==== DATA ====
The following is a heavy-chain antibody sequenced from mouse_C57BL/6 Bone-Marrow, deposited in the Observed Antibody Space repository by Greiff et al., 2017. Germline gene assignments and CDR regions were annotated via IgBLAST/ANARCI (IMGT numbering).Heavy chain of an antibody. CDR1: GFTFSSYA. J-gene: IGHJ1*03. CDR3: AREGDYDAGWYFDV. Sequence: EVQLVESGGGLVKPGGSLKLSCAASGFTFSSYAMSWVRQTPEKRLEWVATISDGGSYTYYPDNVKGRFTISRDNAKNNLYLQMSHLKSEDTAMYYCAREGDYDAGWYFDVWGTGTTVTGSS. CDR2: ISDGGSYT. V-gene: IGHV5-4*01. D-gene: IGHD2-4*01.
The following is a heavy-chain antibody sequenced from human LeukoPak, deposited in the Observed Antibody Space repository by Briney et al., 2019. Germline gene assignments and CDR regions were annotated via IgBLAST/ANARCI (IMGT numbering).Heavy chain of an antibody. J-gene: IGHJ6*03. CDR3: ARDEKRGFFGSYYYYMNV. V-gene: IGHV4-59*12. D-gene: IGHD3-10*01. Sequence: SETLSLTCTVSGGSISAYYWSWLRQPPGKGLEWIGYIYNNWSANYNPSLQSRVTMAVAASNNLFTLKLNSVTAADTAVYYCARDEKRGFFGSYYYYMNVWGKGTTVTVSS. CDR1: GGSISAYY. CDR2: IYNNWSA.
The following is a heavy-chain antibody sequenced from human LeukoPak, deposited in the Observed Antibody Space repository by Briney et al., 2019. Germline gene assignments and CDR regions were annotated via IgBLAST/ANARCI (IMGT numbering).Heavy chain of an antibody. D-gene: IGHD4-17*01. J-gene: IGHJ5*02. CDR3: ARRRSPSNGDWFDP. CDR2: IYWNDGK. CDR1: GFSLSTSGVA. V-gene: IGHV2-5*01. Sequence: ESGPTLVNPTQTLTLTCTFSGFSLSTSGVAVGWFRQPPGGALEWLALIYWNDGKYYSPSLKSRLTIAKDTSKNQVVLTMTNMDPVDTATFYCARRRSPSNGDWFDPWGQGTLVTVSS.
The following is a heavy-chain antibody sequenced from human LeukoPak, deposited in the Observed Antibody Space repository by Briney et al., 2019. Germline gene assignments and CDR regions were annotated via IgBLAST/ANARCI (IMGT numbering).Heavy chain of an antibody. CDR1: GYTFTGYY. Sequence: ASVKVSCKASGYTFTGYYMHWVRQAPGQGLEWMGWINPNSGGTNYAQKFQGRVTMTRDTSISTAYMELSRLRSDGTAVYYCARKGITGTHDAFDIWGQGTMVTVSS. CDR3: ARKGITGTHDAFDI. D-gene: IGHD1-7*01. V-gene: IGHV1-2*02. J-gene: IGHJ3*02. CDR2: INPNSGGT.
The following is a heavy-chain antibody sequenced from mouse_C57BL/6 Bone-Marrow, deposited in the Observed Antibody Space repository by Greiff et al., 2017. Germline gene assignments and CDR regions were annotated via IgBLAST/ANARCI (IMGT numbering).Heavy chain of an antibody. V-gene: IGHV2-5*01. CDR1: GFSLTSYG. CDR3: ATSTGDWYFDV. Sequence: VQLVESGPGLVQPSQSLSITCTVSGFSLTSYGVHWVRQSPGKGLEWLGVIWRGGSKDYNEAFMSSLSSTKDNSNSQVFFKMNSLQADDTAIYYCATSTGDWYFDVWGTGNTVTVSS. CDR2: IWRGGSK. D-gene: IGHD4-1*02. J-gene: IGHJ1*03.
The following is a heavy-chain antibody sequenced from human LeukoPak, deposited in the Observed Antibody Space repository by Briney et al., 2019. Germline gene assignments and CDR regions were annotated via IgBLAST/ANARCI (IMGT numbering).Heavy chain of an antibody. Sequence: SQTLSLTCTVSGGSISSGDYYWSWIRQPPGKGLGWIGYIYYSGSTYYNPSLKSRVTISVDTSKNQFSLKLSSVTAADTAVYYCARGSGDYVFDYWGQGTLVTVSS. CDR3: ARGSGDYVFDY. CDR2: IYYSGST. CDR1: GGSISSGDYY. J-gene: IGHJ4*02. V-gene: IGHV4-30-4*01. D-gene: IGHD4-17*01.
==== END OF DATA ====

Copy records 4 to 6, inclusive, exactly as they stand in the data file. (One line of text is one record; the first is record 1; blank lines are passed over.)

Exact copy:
The following is a heavy-chain antibody sequenced from human LeukoPak, deposited in the Observed Antibody Space repository by Briney et al., 2019. Germline gene assignments and CDR regions were annotated via IgBLAST/ANARCI (IMGT numbering).Heavy chain of an antibody. CDR1: GYTFTGYY. Sequence: ASVKVSCKASGYTFTGYYMHWVRQAPGQGLEWMGWINPNSGGTNYAQKFQGRVTMTRDTSISTAYMELSRLRSDGTAVYYCARKGITGTHDAFDIWGQGTMVTVSS. CDR3: ARKGITGTHDAFDI. D-gene: IGHD1-7*01. V-gene: IGHV1-2*02. J-gene: IGHJ3*02. CDR2: INPNSGGT.
The following is a heavy-chain antibody sequenced from mouse_C57BL/6 Bone-Marrow, deposited in the Observed Antibody Space repository by Greiff et al., 2017. Germline gene assignments and CDR regions were annotated via IgBLAST/ANARCI (IMGT numbering).Heavy chain of an antibody. V-gene: IGHV2-5*01. CDR1: GFSLTSYG. CDR3: ATSTGDWYFDV. Sequence: VQLVESGPGLVQPSQSLSITCTVSGFSLTSYGVHWVRQSPGKGLEWLGVIWRGGSKDYNEAFMSSLSSTKDNSNSQVFFKMNSLQADDTAIYYCATSTGDWYFDVWGTGNTVTVSS. CDR2: IWRGGSK. D-gene: IGHD4-1*02. J-gene: IGHJ1*03.
The following is a heavy-chain antibody sequenced from human LeukoPak, deposited in the Observed Antibody Space repository by Briney et al., 2019. Germline gene assignments and CDR regions were annotated via IgBLAST/ANARCI (IMGT numbering).Heavy chain of an antibody. Sequence: SQTLSLTCTVSGGSISSGDYYWSWIRQPPGKGLGWIGYIYYSGSTYYNPSLKSRVTISVDTSKNQFSLKLSSVTAADTAVYYCARGSGDYVFDYWGQGTLVTVSS. CDR3: ARGSGDYVFDY. CDR2: IYYSGST. CDR1: GGSISSGDYY. J-gene: IGHJ4*02. V-gene: IGHV4-30-4*01. D-gene: IGHD4-17*01.